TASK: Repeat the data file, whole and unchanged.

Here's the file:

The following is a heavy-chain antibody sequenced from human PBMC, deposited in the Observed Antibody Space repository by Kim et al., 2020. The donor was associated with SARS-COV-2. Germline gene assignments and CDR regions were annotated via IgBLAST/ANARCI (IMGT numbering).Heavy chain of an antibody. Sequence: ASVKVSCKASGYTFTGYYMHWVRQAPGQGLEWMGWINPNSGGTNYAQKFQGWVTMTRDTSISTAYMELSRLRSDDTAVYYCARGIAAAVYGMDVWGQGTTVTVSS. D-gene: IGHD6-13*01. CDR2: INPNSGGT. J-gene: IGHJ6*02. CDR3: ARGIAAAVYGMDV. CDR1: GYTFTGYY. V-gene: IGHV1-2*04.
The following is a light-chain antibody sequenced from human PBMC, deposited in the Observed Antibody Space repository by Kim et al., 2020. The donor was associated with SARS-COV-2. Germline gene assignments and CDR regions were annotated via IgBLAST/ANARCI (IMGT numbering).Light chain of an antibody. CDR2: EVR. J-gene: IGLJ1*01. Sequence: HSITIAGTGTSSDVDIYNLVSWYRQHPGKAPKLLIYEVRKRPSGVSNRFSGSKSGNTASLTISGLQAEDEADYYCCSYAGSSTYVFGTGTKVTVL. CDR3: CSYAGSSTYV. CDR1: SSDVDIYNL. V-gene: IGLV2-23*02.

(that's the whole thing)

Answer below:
The following is a heavy-chain antibody sequenced from human PBMC, deposited in the Observed Antibody Space repository by Kim et al., 2020. The donor was associated with SARS-COV-2. Germline gene assignments and CDR regions were annotated via IgBLAST/ANARCI (IMGT numbering).Heavy chain of an antibody. Sequence: ASVKVSCKASGYTFTGYYMHWVRQAPGQGLEWMGWINPNSGGTNYAQKFQGWVTMTRDTSISTAYMELSRLRSDDTAVYYCARGIAAAVYGMDVWGQGTTVTVSS. D-gene: IGHD6-13*01. CDR2: INPNSGGT. J-gene: IGHJ6*02. CDR3: ARGIAAAVYGMDV. CDR1: GYTFTGYY. V-gene: IGHV1-2*04.
The following is a light-chain antibody sequenced from human PBMC, deposited in the Observed Antibody Space repository by Kim et al., 2020. The donor was associated with SARS-COV-2. Germline gene assignments and CDR regions were annotated via IgBLAST/ANARCI (IMGT numbering).Light chain of an antibody. CDR2: EVR. J-gene: IGLJ1*01. Sequence: HSITIAGTGTSSDVDIYNLVSWYRQHPGKAPKLLIYEVRKRPSGVSNRFSGSKSGNTASLTISGLQAEDEADYYCCSYAGSSTYVFGTGTKVTVL. CDR3: CSYAGSSTYV. CDR1: SSDVDIYNL. V-gene: IGLV2-23*02.